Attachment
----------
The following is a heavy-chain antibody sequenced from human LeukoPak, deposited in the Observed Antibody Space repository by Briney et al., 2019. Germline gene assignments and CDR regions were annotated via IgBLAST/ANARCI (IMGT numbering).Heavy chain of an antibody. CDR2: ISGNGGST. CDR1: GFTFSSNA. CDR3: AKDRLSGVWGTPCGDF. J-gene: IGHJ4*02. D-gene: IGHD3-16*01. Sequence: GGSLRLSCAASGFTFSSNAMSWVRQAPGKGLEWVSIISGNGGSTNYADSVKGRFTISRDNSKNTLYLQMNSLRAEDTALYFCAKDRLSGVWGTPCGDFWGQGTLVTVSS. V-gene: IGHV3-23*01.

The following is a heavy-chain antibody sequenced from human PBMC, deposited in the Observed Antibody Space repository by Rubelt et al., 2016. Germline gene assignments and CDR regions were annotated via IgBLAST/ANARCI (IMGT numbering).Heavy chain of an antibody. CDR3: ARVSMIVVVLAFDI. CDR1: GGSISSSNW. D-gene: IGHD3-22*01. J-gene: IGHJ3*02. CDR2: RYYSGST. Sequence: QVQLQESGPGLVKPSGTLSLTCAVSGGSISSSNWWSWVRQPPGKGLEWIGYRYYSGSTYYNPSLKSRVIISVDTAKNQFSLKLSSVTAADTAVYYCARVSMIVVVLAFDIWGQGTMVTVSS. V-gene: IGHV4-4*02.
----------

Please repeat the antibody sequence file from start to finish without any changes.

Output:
The following is a heavy-chain antibody sequenced from human LeukoPak, deposited in the Observed Antibody Space repository by Briney et al., 2019. Germline gene assignments and CDR regions were annotated via IgBLAST/ANARCI (IMGT numbering).Heavy chain of an antibody. CDR2: ISGNGGST. CDR1: GFTFSSNA. CDR3: AKDRLSGVWGTPCGDF. J-gene: IGHJ4*02. D-gene: IGHD3-16*01. Sequence: GGSLRLSCAASGFTFSSNAMSWVRQAPGKGLEWVSIISGNGGSTNYADSVKGRFTISRDNSKNTLYLQMNSLRAEDTALYFCAKDRLSGVWGTPCGDFWGQGTLVTVSS. V-gene: IGHV3-23*01.

The following is a heavy-chain antibody sequenced from human PBMC, deposited in the Observed Antibody Space repository by Rubelt et al., 2016. Germline gene assignments and CDR regions were annotated via IgBLAST/ANARCI (IMGT numbering).Heavy chain of an antibody. CDR3: ARVSMIVVVLAFDI. CDR1: GGSISSSNW. D-gene: IGHD3-22*01. J-gene: IGHJ3*02. CDR2: RYYSGST. Sequence: QVQLQESGPGLVKPSGTLSLTCAVSGGSISSSNWWSWVRQPPGKGLEWIGYRYYSGSTYYNPSLKSRVIISVDTAKNQFSLKLSSVTAADTAVYYCARVSMIVVVLAFDIWGQGTMVTVSS. V-gene: IGHV4-4*02.